Otto Normalverbraucher [God, I love these internet names!] notes that I did not actually explain, a year ago, the real meaning of the familiar expression, "the mark of Cain." [By the way, ein normalverbraucher is an "average consumer." Roughly speaking, Joe Sixpack or The Man on the Street. Nice.] So, here goes.
The expression is today used universally to mean a mark put on one by God to reveal one's wickedness or sinfulness. An evil person is said to bear The Mark of Cain. But in fact, the original and correct meaning is entirely different. So, settle down for a little Bible story.
Our text for today's sermon is Genesis, Chapter 4. Briefly, Adam knew Eve, and she bore him a son, Cain. And he knew her again, and she bore him a second son, Abel. Abel was a keeper of flocks, and Cain a tiller of the soil. And Cain brought grain from the field to the Lord as an offering, and Abel brought a lamb from his flock as his offering. And the Lord was pleased with Abel's offering, and was not as pleased with Cain's offering. This angered Cain, who rose up and slew his brother, Abel. When the Lord asked Cain where his brother Abel was, Cain lied, saying "I know not. Am I my brother's keeper?"
The Lord was angry with Cain, and cursed him. Cain cried out that his punishment was more than he could bear. Cain said he would be a fugitive and a vagabond, and everyone he met would slay him. "And the Lord said unto him, Therefore whosoever slayeth Cain, vengeance shall be taken on him sevenfold. AND THE LORD SET A MARK UPON CAIN, LEST ANY FINDING HIM SHOULD KILL HIM." [Genesis, 4:13 My emphases.]
So in fact the Mark of Cain is intended by God as a protection, a warning off of anyone who might be inclined to kill the vagabond and fugitive Cain.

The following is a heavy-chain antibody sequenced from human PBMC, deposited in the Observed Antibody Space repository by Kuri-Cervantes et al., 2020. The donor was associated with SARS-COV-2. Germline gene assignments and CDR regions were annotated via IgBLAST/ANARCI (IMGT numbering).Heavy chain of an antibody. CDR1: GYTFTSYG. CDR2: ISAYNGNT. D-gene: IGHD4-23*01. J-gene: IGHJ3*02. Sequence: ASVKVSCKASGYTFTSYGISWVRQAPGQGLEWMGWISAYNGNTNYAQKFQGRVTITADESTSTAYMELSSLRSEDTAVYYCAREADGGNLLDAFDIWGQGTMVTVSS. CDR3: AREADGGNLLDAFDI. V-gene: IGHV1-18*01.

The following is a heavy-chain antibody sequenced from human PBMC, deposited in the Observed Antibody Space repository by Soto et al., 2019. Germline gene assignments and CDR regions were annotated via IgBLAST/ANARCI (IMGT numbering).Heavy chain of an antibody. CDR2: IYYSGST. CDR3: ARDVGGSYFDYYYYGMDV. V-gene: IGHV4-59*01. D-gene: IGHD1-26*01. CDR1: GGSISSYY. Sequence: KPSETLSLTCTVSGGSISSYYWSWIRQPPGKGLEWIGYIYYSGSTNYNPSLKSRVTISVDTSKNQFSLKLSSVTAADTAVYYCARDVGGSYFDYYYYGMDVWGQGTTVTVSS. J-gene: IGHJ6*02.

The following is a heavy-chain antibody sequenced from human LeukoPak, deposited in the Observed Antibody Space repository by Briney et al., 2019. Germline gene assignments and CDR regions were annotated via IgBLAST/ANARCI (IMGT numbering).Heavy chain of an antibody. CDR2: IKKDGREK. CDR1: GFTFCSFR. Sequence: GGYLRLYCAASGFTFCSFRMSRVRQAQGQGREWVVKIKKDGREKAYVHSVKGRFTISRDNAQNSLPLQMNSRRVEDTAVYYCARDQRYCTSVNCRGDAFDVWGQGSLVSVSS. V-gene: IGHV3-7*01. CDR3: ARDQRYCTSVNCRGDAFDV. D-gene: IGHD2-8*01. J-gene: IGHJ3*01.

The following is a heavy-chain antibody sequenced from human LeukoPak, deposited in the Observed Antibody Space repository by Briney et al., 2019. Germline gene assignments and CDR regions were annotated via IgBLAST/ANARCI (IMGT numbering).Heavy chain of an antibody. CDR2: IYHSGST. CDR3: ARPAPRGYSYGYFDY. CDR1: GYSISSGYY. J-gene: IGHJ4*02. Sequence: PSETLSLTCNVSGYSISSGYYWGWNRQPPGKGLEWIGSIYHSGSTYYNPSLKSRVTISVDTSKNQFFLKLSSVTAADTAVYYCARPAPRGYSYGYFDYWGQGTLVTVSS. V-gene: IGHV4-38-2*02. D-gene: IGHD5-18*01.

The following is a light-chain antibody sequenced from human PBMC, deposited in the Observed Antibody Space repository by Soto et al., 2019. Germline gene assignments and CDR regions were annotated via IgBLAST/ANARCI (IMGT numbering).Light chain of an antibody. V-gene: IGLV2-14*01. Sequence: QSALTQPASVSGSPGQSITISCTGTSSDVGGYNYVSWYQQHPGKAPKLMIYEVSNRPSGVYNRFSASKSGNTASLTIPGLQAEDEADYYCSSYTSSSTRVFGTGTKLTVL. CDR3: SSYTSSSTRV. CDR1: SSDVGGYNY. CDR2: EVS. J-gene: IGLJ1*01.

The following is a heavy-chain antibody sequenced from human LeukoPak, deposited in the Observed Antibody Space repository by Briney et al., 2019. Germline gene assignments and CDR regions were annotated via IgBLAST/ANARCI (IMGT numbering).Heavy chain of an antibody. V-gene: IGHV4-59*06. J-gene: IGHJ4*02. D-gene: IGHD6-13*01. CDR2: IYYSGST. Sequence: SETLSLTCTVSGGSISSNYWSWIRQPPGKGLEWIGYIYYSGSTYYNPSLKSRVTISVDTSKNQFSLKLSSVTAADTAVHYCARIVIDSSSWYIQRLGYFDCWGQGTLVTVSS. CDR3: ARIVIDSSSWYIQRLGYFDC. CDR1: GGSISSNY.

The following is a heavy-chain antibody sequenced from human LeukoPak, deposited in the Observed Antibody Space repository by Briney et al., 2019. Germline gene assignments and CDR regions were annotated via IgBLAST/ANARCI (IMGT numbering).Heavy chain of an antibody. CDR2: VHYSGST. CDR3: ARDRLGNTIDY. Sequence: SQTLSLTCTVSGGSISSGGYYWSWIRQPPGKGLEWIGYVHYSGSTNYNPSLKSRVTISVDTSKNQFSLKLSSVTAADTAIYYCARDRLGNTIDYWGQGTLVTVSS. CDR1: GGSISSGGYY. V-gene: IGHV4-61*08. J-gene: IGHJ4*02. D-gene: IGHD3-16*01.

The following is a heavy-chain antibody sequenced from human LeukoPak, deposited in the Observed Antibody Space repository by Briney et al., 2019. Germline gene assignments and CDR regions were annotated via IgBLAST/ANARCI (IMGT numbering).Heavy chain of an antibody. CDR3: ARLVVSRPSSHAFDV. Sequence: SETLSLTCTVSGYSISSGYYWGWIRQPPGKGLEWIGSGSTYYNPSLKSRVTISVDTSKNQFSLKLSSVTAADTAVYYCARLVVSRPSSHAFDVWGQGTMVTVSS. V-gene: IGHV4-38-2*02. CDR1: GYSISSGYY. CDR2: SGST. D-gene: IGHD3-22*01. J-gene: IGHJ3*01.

The story of course raises a number of questions, such as, Who is there in the world who might kill Cain, since at this point only Adam and Eve and Cain are alive. We might also wonder whom Cain found to marry when he went to the Land of Nod on the East of Eden and founded the city of Enoch, called after his son of the same name. But that subject has already been well explored in the great old movie, Inherit the Wind, with Ralph Bellamy and Spencer Tracy.
By the way, the effort by Southern preachers to justify slavery usually references the story of Noah and his three sons, one of whom, Ham, sees Noah in his tent drunk and naked, and is cursed by Noah for this breach of filial piety, saying that Ham's descendants shall henceforth serve the descendants of his brothers Shem and Japheth. Ham, the preachers implausibly claim, was Black, and the forebear of all Africans, who were thus condemned by Noah to be slaves. But some apologists for slavery trace the cursed condition of Black people all the way back to Cain, who is said [without any Biblical justification] to have been turned black by God's curse.
So keep it in mind. If you come across someone bearing the Mark of Cain, hands off. God has dibs.